Homeadults with learning disabilitiesHappy Pi Day, all!

Ah, the math nerd in me loves this day.

Our big black cat isn’t enthralled with the Pi Day
gift GE sent me last year. They also sent me
a pie! Swiss Apple. Very nommy.
By the way, his eye is ok. My webcam just picked
the light reflecting off of his iris oddly.

March 14th is very pi in America. That’s because we use 3/14 to signify the day, and pi is 3.14.

That means that at 1:59, the day is especially pi, as pi is also 3.14159. And on.

And on.

It’s quite irrational.

Puns aside, I thought I’d share a math related LD experience with you.

Although I was only diagnosed with dyslexia when I was a child, math has always been a nightmare for me. I don’t know if I have undiagnosed dyscalculia as well, but I tend to have a harder time getting a grip on numbers than letters.

I can’t keep the numbers in my head long enough to do problems without a pen and paper, or calculator, and sometimes they just don’t appear correctly on paper for me.

Needless to say, math classes were complete nightmares for me. Unless the teacher knew to teach in a way that made sense to me, it was a lost cause. I was extremely relieved when I left that subject behind.

However, as all adults know, math isn’t something that’s strictly for school. At the very least, we need to manage money, shop on a budget and do that kind of thing.

I’ve handled our finances for years, now. When my husband was having his mental health issues, he didn’t pay the bills he was allotted. As a result, we got to deal with things like fees, collection agencies, and all sorts of unpleasantness.

Like it or not, I had to take that, along with primary income and household chores, over.

During that time, my mental health wasn’t at its best either. I was working another nasty, very low paying job, out of the house for close to 19 hours out of the day, and constantly worried about my husband on top of the financial chaos. That’s a story for another day.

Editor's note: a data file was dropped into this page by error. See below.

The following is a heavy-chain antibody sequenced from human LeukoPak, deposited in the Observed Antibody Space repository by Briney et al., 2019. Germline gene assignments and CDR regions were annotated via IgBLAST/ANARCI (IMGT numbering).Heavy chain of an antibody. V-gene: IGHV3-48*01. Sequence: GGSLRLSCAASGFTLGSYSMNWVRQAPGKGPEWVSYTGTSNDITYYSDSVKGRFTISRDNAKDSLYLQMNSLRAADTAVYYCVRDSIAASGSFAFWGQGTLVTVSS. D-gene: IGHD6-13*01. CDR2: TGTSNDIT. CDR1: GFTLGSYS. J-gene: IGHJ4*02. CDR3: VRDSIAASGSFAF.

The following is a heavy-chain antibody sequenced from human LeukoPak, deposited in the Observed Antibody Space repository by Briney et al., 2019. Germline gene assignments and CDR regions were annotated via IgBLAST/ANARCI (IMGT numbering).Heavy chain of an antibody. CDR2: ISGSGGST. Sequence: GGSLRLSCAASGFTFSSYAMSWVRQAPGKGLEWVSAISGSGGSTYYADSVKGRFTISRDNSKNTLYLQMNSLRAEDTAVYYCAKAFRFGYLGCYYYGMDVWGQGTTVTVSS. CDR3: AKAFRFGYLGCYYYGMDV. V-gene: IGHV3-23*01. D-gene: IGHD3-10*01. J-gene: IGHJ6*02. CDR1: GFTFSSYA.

Anyway, with the help of our wonderful families, things finally stabilized.

Eventually, I got a better paying, though equally horrible, job. I figured out how to budget, and we’ve been ok since.

Well, shortly after reaching a tentative equilibrium, I noticed our bank account balance was a
little lower than it should be. Scared, I thumbed through past purchases, on the look out for identity theft.

Nope, I recognized all expenditures.

Then, the electric bill came.

We owed exactly $0.00.

Wait. Really?

This time, instead of concentrating so much on where money was going, I took a closer look at the amount spent.

Sure enough, I’d overpaid the electric bill by quite a bit that month. There was a zero that had vanished while I was paying the bill, a bunch of the numbers got replaced or moved around, and something arcane happened with the decimal point.

Since it didn’t send us into the black, and we had no electric bill for another two months, I just let it run its course. We were very lucky it wasn’t a more serious error.

Because of that stupid mistake, I’ve become very careful about writing down exactly what I mean to for bill payments. If I doubt myself, I ask my husband for a proof reading before sending the bill out.

I must admit it was rather nice having one less bill to worry about for a while, though.

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